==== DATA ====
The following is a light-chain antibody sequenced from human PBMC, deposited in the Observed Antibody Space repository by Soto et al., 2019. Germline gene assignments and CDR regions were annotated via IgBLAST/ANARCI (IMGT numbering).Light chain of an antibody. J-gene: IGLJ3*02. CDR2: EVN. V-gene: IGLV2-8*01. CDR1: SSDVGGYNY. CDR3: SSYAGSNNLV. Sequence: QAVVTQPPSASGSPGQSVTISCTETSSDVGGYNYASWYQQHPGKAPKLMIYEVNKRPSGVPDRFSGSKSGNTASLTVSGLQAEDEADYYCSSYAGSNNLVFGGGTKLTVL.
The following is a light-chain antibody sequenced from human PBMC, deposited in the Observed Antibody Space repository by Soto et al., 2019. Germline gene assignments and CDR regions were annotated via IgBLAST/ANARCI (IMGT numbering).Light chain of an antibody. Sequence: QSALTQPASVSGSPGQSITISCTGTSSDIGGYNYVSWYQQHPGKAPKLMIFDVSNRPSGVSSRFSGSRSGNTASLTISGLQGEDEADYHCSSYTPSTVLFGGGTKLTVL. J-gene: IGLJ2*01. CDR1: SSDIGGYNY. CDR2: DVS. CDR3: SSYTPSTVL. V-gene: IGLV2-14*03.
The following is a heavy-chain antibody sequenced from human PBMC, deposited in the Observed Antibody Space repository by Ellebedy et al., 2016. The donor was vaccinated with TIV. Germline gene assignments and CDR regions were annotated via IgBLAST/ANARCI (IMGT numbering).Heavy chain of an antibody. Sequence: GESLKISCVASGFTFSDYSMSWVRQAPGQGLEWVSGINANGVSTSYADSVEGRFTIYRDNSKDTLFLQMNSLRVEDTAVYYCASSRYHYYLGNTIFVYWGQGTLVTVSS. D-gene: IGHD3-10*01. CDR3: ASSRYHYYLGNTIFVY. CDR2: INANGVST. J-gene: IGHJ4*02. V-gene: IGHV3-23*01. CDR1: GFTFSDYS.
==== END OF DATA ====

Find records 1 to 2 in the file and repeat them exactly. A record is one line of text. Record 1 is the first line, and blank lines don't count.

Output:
The following is a light-chain antibody sequenced from human PBMC, deposited in the Observed Antibody Space repository by Soto et al., 2019. Germline gene assignments and CDR regions were annotated via IgBLAST/ANARCI (IMGT numbering).Light chain of an antibody. J-gene: IGLJ3*02. CDR2: EVN. V-gene: IGLV2-8*01. CDR1: SSDVGGYNY. CDR3: SSYAGSNNLV. Sequence: QAVVTQPPSASGSPGQSVTISCTETSSDVGGYNYASWYQQHPGKAPKLMIYEVNKRPSGVPDRFSGSKSGNTASLTVSGLQAEDEADYYCSSYAGSNNLVFGGGTKLTVL.
The following is a light-chain antibody sequenced from human PBMC, deposited in the Observed Antibody Space repository by Soto et al., 2019. Germline gene assignments and CDR regions were annotated via IgBLAST/ANARCI (IMGT numbering).Light chain of an antibody. Sequence: QSALTQPASVSGSPGQSITISCTGTSSDIGGYNYVSWYQQHPGKAPKLMIFDVSNRPSGVSSRFSGSRSGNTASLTISGLQGEDEADYHCSSYTPSTVLFGGGTKLTVL. J-gene: IGLJ2*01. CDR1: SSDIGGYNY. CDR2: DVS. CDR3: SSYTPSTVL. V-gene: IGLV2-14*03.